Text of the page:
AS: The film I made last, Finding Kraftland, was a film on finding the definition of joy. It is shown in the film that it is done with full force and that is that person's model of life.  Realizing how that person operated as we filmed it, the most resounding response was how people would say thank you for bringing me this film to make me think about joy and how to bring it into my life.  This whole happiness thing at that time was bubbling on the topic, there were college courses being taught on it, books coming out so from there I wanted to make a film on it, not a social action to fix something, but more of film on a big problem in our society of not feeling happy and getting back to changing on an individual basis to find happy.  When we make individual changes of course then it affects society as a whole.

SR: Do you think as a society we are ready for self-discovery about what happy is?
AS: It is tough. The way we have been groomed as a society makes it hard.  I hate to say we have become lazy, but in a way we have. It takes work to be happy. It doesn’t come from one little thing, it can be little things every day. 

SR: We certainly have to desire it within ourselves to attain it.
AS: We know we have a serious problem with mental illness who knows if the ratios are the same as they were fifty years ago, we just may be more aware, but I know there are clinical cases where people have to have medication to cope. But for a good deal of us, maybe we just need to work at it instead of medicating. Just a thought I am know expert.

SR: Putting medicine over something with a bandage sometimes works, but sometimes we need to look at the causes.  
Did you learn about happiness from those who are more creative or people who think more logically?
AS: I honestly saw it was split down the middle. Both sides are happy in different ways as we all find happy in different ways. There are many things that can get you there. Just because you get there one way, doesn’t mean that another person can't get there another way.  

Take for instance the painter Andy in the film. If one were to take away his painting from him would he still be happy? Absolutely because it isn’t just painting that makes him happy. It is a part of who he is.

SR: Do you think some people are predisposed genetically to be happy?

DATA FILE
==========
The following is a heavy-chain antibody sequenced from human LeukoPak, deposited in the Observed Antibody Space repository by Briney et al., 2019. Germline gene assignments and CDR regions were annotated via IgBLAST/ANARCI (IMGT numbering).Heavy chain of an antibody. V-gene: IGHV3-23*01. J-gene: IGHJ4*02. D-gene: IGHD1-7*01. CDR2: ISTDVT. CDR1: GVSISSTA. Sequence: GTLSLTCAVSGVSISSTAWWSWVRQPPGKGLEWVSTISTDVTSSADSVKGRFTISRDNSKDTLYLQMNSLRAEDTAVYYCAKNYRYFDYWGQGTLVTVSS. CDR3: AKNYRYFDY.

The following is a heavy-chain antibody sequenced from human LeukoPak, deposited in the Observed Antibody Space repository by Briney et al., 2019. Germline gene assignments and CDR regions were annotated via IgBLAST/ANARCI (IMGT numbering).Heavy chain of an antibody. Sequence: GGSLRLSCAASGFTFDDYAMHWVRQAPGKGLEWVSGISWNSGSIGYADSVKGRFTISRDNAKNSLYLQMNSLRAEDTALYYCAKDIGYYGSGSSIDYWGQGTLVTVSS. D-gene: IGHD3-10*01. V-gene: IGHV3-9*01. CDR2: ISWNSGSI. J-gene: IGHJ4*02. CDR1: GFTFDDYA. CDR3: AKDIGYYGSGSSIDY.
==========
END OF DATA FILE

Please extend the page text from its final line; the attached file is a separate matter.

AS: There are studies showing that we all are born with our own baseline, or set point. Let's say you put it on a scale of 1-10 and I am a 6 and you’re a 10...that just means that is where you might begin. Would a 6 have to work at it harder than a 10? Of course. Take for example, look at athletes. Some are born to be that naturally and others have to work at it and practice more. Of course, people can live below their set point. It takes work wherever you are on the scale.

SR: One of the essentials for humans is love. Do you think happy is an essential too?
AS: Yes absolutely. Happiness is a part of our survival and it brings us together as a group. Happiness is definitely all encompassing for our survival.

SR: What is something you do Adam to keep yourself happy?
AS: I keep having this conversation over and over. (laughed) There is so much information from people in this film to help.  Tips and tricks. Relishing the day. One thing we might be able to learn from  Gloria, John or Gary in the film, which is exactly why I made this film, was so we could have help to pull from.  

Then there is the great moment when I was talking with Gary on the beach and he said, “Your expression is experience,” and I said to him, “So what you give is what you get?” Gary's response was perfect,  “What you give is what you experience right in that moment.” If we all think about that on a daily basis, if we put that out into the world, I think we all have better experiences in this world. 

SR: Whatever you put out in that moment, is what is going to come back to you.
AS: When you start looking for something, you notice it.  By me doing this project it  elevated all of us who were involved. It all started happening, naturally.

SR: Has this project changed your family structure and marriage?
AS: Yes, certainly. It has made me a lot less anxious and appreciate every moment. I recall what Gloria said in the film, “We all live every day as we are guaranteed eighty years and that notion makes us take things for granted.” We can get hit by a bus tomorrow and it will be over in an instant. I just want to say I lived and had a great life. That is pursuing happiness.